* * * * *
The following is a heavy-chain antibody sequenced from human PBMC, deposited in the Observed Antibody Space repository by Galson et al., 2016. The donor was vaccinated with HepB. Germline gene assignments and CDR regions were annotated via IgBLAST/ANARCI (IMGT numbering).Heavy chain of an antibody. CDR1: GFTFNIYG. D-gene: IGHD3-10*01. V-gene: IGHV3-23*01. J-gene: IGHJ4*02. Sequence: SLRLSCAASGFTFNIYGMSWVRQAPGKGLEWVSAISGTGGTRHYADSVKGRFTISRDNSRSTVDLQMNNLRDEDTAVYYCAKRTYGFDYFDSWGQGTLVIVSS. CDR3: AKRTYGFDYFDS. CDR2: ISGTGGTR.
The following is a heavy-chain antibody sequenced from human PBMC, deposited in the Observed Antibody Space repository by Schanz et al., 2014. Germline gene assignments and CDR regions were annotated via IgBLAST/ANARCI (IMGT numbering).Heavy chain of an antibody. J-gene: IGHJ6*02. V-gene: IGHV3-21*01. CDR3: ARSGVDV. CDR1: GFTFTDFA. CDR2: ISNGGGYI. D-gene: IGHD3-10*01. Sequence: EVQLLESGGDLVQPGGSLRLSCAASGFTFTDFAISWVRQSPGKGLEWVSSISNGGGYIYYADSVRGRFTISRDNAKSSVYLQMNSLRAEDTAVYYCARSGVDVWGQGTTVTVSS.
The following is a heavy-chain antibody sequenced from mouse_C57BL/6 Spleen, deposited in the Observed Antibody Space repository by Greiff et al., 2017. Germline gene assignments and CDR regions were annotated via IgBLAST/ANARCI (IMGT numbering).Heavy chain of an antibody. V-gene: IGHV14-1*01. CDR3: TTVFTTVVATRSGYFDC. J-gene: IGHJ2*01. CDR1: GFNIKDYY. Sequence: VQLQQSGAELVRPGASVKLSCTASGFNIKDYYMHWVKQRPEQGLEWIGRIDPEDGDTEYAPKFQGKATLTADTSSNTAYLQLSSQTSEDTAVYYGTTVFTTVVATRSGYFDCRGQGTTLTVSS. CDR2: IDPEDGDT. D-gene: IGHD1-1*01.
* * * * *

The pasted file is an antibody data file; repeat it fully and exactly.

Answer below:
The following is a heavy-chain antibody sequenced from human PBMC, deposited in the Observed Antibody Space repository by Galson et al., 2016. The donor was vaccinated with HepB. Germline gene assignments and CDR regions were annotated via IgBLAST/ANARCI (IMGT numbering).Heavy chain of an antibody. CDR1: GFTFNIYG. D-gene: IGHD3-10*01. V-gene: IGHV3-23*01. J-gene: IGHJ4*02. Sequence: SLRLSCAASGFTFNIYGMSWVRQAPGKGLEWVSAISGTGGTRHYADSVKGRFTISRDNSRSTVDLQMNNLRDEDTAVYYCAKRTYGFDYFDSWGQGTLVIVSS. CDR3: AKRTYGFDYFDS. CDR2: ISGTGGTR.
The following is a heavy-chain antibody sequenced from human PBMC, deposited in the Observed Antibody Space repository by Schanz et al., 2014. Germline gene assignments and CDR regions were annotated via IgBLAST/ANARCI (IMGT numbering).Heavy chain of an antibody. J-gene: IGHJ6*02. V-gene: IGHV3-21*01. CDR3: ARSGVDV. CDR1: GFTFTDFA. CDR2: ISNGGGYI. D-gene: IGHD3-10*01. Sequence: EVQLLESGGDLVQPGGSLRLSCAASGFTFTDFAISWVRQSPGKGLEWVSSISNGGGYIYYADSVRGRFTISRDNAKSSVYLQMNSLRAEDTAVYYCARSGVDVWGQGTTVTVSS.
The following is a heavy-chain antibody sequenced from mouse_C57BL/6 Spleen, deposited in the Observed Antibody Space repository by Greiff et al., 2017. Germline gene assignments and CDR regions were annotated via IgBLAST/ANARCI (IMGT numbering).Heavy chain of an antibody. V-gene: IGHV14-1*01. CDR3: TTVFTTVVATRSGYFDC. J-gene: IGHJ2*01. CDR1: GFNIKDYY. Sequence: VQLQQSGAELVRPGASVKLSCTASGFNIKDYYMHWVKQRPEQGLEWIGRIDPEDGDTEYAPKFQGKATLTADTSSNTAYLQLSSQTSEDTAVYYGTTVFTTVVATRSGYFDCRGQGTTLTVSS. CDR2: IDPEDGDT. D-gene: IGHD1-1*01.